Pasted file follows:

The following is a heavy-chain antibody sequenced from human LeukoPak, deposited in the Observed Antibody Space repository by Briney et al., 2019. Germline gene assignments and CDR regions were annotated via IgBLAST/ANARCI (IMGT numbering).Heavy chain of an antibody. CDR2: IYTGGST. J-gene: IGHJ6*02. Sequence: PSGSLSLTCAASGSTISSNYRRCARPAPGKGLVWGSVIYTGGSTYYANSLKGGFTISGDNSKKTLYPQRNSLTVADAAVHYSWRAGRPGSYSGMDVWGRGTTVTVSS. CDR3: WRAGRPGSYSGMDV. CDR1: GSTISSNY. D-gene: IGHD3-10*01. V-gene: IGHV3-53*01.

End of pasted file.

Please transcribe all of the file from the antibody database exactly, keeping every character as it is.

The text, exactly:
The following is a heavy-chain antibody sequenced from human LeukoPak, deposited in the Observed Antibody Space repository by Briney et al., 2019. Germline gene assignments and CDR regions were annotated via IgBLAST/ANARCI (IMGT numbering).Heavy chain of an antibody. CDR2: IYTGGST. J-gene: IGHJ6*02. Sequence: PSGSLSLTCAASGSTISSNYRRCARPAPGKGLVWGSVIYTGGSTYYANSLKGGFTISGDNSKKTLYPQRNSLTVADAAVHYSWRAGRPGSYSGMDVWGRGTTVTVSS. CDR3: WRAGRPGSYSGMDV. CDR1: GSTISSNY. D-gene: IGHD3-10*01. V-gene: IGHV3-53*01.